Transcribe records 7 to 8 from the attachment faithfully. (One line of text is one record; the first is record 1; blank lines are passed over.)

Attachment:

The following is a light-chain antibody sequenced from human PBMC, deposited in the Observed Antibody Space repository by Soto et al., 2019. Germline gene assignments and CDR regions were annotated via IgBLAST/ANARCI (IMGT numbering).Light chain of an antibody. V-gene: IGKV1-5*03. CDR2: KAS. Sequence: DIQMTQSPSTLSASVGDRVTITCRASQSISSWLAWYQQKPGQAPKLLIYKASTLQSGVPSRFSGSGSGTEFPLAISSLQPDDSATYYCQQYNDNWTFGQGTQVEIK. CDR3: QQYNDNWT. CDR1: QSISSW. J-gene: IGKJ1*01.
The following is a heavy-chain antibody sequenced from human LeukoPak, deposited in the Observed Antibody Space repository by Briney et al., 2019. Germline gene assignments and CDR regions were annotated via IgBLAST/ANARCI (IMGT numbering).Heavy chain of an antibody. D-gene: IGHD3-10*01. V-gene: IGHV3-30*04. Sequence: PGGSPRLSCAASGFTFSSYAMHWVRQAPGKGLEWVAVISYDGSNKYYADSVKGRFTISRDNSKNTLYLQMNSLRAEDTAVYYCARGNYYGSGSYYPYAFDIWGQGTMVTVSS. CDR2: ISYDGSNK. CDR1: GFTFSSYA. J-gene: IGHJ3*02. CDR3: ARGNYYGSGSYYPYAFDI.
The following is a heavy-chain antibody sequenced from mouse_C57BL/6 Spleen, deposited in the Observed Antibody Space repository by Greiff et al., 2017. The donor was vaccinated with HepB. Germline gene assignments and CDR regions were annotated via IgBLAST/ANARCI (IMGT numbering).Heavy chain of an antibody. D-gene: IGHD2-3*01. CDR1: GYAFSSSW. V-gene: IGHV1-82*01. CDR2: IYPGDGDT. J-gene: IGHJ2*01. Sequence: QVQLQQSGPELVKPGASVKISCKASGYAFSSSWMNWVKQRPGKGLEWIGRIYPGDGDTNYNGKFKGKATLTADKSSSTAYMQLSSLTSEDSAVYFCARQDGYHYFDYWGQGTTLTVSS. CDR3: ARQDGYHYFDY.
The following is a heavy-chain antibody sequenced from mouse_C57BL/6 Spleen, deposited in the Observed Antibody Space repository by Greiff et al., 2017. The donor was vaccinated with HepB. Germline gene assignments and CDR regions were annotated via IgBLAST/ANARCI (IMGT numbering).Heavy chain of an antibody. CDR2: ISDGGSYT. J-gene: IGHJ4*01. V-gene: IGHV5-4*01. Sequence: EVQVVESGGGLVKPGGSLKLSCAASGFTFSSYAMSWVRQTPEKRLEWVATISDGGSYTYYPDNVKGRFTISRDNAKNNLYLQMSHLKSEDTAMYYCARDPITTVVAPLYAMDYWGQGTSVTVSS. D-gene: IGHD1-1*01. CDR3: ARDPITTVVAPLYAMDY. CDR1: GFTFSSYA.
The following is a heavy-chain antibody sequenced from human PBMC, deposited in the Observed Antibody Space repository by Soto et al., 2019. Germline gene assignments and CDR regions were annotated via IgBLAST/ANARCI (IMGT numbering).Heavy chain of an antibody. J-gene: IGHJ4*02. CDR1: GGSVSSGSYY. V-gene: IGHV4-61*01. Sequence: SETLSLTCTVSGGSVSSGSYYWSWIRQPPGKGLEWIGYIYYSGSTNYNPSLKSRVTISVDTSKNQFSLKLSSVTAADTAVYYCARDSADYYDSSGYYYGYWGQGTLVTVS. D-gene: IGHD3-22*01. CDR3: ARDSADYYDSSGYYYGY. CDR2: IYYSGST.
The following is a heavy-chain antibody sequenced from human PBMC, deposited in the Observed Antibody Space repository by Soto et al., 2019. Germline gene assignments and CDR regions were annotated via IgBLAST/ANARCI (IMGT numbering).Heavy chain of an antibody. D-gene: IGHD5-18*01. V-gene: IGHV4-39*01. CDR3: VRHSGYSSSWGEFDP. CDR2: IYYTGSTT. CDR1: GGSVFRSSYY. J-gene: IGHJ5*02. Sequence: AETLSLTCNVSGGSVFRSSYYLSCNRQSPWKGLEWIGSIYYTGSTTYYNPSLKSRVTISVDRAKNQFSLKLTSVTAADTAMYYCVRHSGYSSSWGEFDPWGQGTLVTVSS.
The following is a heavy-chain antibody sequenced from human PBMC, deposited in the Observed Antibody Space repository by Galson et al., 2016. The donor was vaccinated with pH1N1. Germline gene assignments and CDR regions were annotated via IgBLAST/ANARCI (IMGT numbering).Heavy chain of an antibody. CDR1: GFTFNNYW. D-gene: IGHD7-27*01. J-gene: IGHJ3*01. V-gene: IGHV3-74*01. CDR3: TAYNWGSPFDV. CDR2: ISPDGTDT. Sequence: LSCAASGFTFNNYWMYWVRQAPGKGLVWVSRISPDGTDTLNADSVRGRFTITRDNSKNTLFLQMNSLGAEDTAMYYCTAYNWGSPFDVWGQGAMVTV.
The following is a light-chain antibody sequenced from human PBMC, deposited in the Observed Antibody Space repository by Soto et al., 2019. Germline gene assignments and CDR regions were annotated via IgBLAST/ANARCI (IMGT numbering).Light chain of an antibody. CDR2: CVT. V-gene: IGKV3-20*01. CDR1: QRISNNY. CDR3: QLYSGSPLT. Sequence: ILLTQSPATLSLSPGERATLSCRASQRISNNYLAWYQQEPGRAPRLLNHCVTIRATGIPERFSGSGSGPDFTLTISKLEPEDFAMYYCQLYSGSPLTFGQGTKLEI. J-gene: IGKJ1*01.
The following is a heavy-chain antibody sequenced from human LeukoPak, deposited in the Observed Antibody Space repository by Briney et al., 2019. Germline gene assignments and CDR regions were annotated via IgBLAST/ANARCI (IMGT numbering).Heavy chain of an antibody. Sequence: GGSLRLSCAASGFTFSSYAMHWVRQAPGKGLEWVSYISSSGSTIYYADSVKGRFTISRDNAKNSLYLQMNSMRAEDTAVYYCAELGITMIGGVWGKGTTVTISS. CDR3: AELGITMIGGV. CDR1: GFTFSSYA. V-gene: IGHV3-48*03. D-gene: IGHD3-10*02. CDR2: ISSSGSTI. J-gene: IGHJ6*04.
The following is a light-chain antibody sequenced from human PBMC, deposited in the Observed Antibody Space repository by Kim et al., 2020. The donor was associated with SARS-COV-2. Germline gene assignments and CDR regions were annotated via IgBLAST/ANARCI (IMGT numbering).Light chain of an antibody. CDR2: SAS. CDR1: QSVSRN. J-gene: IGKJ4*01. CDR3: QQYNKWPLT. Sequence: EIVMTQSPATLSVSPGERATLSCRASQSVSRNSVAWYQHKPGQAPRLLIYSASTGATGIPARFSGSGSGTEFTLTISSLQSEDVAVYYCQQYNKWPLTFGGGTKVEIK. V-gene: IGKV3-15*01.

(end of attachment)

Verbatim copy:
The following is a heavy-chain antibody sequenced from human PBMC, deposited in the Observed Antibody Space repository by Galson et al., 2016. The donor was vaccinated with pH1N1. Germline gene assignments and CDR regions were annotated via IgBLAST/ANARCI (IMGT numbering).Heavy chain of an antibody. CDR1: GFTFNNYW. D-gene: IGHD7-27*01. J-gene: IGHJ3*01. V-gene: IGHV3-74*01. CDR3: TAYNWGSPFDV. CDR2: ISPDGTDT. Sequence: LSCAASGFTFNNYWMYWVRQAPGKGLVWVSRISPDGTDTLNADSVRGRFTITRDNSKNTLFLQMNSLGAEDTAMYYCTAYNWGSPFDVWGQGAMVTV.
The following is a light-chain antibody sequenced from human PBMC, deposited in the Observed Antibody Space repository by Soto et al., 2019. Germline gene assignments and CDR regions were annotated via IgBLAST/ANARCI (IMGT numbering).Light chain of an antibody. CDR2: CVT. V-gene: IGKV3-20*01. CDR1: QRISNNY. CDR3: QLYSGSPLT. Sequence: ILLTQSPATLSLSPGERATLSCRASQRISNNYLAWYQQEPGRAPRLLNHCVTIRATGIPERFSGSGSGPDFTLTISKLEPEDFAMYYCQLYSGSPLTFGQGTKLEI. J-gene: IGKJ1*01.